Capital (British TV series)
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|Based on||Capital by John Lanchester|
|Written by||Peter Bowker|
|Directed by||Euros Lyn|
|Theme music composer||Dru Masters|
|Country of origin||United Kingdom|
|No. of series||1|
|No. of episodes||3|
|Executive producer(s)||Peter Bowker|
|Running time||60 minutes|
|Production company(s)||Kudos Film & Television Company|
|Original network||BBC One|
BBC One HD
|Picture format||16:9 1080i|
|Original release||24 November –|
8 December 2015
Capital is a three-part British television adaptation of John Lanchester’s novel Capital. The series was written by Peter Bowker, directed by Euros Lyn and produced by Matt Strevens for Kudos Film & Television Company. The first episode was broadcast on BBC One on 24 November 2015. The story centres on a fictional Pepys Road in South London (although there are two actual Pepys Roads in South London - namely in Raynes Park and New Cross) and the lives of people with connections to it. Once an ordinary residential area, the value of each house in the street is approaching £2 million. Its residents range from those who were born there to the newly wealthy who have only recently moved in. They all begin to receive postcards which say "We want what you have". They react to this in different ways.
Describing how he became involved with the production, writer Peter Bowker said, "I was already reading Capital when Derek Wax (Executive Producer), who I've worked with before, sent me it. It hadn't occurred to me that it could be adapted because so much of it is people's internal dialogue and thoughts, so I thought the challenge of that would be intriguing. I've admired John Lanchester's writing as an economist so to begin with I was just excited to meet him! Then the more I read the book the more I thought it was similar to Dickens, both in terms of catching a moment of time and how the big decisions filter in to everyday life. If you start with the people at the bottom, who absorb the impact of those decisions, there's something dramatic there. So that's how it started."
- Adeel Akhtar – Ahmed Kamal, corner-shop-keeper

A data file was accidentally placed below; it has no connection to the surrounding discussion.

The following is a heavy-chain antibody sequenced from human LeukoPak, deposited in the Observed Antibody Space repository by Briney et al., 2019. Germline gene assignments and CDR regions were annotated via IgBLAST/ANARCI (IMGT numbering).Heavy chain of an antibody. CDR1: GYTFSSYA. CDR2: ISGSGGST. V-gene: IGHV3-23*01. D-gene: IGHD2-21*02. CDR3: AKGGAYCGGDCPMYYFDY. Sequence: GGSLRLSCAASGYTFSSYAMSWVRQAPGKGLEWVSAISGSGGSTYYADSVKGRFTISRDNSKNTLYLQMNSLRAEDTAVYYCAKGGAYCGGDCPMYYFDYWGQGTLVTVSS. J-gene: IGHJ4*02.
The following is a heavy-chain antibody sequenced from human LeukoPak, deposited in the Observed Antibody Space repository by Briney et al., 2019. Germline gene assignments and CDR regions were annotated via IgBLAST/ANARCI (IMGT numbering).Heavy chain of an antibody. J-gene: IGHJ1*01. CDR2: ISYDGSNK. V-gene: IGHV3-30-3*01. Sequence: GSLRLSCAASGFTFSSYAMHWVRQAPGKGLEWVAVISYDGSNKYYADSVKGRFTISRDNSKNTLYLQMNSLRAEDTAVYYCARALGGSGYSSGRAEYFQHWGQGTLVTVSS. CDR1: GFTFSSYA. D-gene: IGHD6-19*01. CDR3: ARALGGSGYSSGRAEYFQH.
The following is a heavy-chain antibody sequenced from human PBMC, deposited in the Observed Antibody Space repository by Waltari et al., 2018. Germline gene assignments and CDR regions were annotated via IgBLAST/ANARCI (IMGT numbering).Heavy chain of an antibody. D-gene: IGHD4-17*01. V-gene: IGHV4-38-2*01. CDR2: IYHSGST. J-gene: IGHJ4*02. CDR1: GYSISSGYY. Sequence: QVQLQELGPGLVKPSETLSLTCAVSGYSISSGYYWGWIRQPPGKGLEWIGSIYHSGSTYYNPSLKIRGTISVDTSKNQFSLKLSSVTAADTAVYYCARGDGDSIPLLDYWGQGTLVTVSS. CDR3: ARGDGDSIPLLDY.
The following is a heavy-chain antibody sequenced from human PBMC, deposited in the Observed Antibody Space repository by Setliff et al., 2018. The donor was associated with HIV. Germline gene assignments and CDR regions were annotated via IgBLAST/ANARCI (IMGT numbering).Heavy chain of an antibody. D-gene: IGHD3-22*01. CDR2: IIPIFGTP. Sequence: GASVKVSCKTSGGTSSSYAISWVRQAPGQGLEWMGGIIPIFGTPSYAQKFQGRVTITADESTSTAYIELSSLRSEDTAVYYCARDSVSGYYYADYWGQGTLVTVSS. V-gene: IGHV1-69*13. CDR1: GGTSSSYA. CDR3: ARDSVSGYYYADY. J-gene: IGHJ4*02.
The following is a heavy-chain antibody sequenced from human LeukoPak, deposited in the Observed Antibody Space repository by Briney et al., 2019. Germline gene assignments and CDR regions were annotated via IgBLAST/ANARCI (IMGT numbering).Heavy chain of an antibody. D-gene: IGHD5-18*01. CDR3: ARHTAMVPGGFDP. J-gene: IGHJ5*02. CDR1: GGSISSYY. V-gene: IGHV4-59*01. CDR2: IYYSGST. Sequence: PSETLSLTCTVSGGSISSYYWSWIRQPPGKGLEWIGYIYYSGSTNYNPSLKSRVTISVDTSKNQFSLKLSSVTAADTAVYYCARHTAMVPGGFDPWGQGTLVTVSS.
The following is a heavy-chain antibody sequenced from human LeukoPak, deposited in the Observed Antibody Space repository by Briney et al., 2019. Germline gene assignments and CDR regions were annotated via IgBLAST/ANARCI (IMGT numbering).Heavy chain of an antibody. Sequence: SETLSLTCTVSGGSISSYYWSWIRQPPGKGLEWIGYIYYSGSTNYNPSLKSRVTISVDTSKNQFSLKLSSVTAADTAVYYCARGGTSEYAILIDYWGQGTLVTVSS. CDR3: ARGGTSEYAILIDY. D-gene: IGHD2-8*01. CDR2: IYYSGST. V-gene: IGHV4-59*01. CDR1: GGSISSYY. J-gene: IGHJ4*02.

- Danny Ashok – Shahid Kamal, Ahmed's brother
- Alexander Arnold – Parker, Smitty's assistant
- Shabana Azmi – Mrs. Kamal - mother of Ahmed, Shahid and Usman
- Zrinka Cvitešić – Matya, the Younts' family nanny
- Bryan Dick – DI Mill, detective investigating the We Want What You Have campaign
- Robert Emms – Smitty/Graham Leatherby, artist and grandson of Petunia
- Emma Fielding – Strauss - the Kamal family's lawyer
- Mona Goodwin – Rohinka, wife of Ahmed
- Andrew Gower – Mark, a banker and colleague of Roger's
- Kobna Holdbrook-Smith – Mashinko, churchgoer and love interest to Quentina
- Hamza Jeetooa – Usman Kamal, Ahmed's brother
- Gemma Jones – Petunia Howe, an elderly widow who has lived in Pepys Road since she married as a young woman
- Rad Kaim – Bogdan, a Polish builder
- Matthew Marsh – Lothar, Roger's superior at PinkerLloyd
- Wunmi Mosaku – Quentina, a traffic warden
- Lesley Sharp – Mary Leatherby, Petunia's daughter
- Rachael Stirling – Arabella Yount, Roger's wife
- Toby Jones – Roger Yount, banker
- Kaiya Bakrania – Fatima, Ahmed and Rohinka's daughter
- Arthur Bateman – Conrad, Roger and Arabella's eldest son
- Noma Dumezweni – Greaves, an immigration official on Quentina's case
- Krystian Godlewski – Piotr, Bogdan's colleague and roommate
- Tom Reed – Iqbal, an old friend of Shahid's
The central characters all have a connection to Pepys Road, a fictional street in an unidentified south London suburb. The houses in the street were once ordinary family homes in an unremarkable residential district, but thanks to London’s ever-increasing property values they are now properties worth millions. Their residents include those such as wealthy banker Roger Yount (played by Toby Jones) who have recently bought their homes, as well as people who have lived in the street since before its houses became so valuable, such as elderly widow Petunia Howe (played by Gemma Jones) who moved there as a young bride. They all start to receive postcards saying "We want what you have", which some residents interpret as a threat, but which others initially ignore.